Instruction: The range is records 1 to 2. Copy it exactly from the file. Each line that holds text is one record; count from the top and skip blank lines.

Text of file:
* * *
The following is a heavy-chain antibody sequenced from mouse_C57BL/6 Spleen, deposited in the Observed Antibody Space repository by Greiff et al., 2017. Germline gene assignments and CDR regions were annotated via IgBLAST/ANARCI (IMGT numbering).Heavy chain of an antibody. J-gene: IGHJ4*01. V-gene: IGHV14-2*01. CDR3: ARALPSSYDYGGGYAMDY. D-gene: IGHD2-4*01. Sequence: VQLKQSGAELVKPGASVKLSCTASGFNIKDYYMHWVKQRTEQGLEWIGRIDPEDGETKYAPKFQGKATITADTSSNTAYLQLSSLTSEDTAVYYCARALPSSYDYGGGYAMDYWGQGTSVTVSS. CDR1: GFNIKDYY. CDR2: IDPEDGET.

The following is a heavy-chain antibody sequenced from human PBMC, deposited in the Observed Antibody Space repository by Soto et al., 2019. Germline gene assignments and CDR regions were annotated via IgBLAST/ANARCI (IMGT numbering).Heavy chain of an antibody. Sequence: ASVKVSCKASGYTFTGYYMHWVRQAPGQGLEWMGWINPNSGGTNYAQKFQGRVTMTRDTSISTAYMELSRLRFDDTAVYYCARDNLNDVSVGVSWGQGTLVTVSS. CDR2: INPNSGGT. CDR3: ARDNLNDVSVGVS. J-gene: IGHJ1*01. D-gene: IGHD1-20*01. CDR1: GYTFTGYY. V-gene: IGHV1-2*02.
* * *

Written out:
The following is a heavy-chain antibody sequenced from mouse_C57BL/6 Spleen, deposited in the Observed Antibody Space repository by Greiff et al., 2017. Germline gene assignments and CDR regions were annotated via IgBLAST/ANARCI (IMGT numbering).Heavy chain of an antibody. J-gene: IGHJ4*01. V-gene: IGHV14-2*01. CDR3: ARALPSSYDYGGGYAMDY. D-gene: IGHD2-4*01. Sequence: VQLKQSGAELVKPGASVKLSCTASGFNIKDYYMHWVKQRTEQGLEWIGRIDPEDGETKYAPKFQGKATITADTSSNTAYLQLSSLTSEDTAVYYCARALPSSYDYGGGYAMDYWGQGTSVTVSS. CDR1: GFNIKDYY. CDR2: IDPEDGET.

The following is a heavy-chain antibody sequenced from human PBMC, deposited in the Observed Antibody Space repository by Soto et al., 2019. Germline gene assignments and CDR regions were annotated via IgBLAST/ANARCI (IMGT numbering).Heavy chain of an antibody. Sequence: ASVKVSCKASGYTFTGYYMHWVRQAPGQGLEWMGWINPNSGGTNYAQKFQGRVTMTRDTSISTAYMELSRLRFDDTAVYYCARDNLNDVSVGVSWGQGTLVTVSS. CDR2: INPNSGGT. CDR3: ARDNLNDVSVGVS. J-gene: IGHJ1*01. D-gene: IGHD1-20*01. CDR1: GYTFTGYY. V-gene: IGHV1-2*02.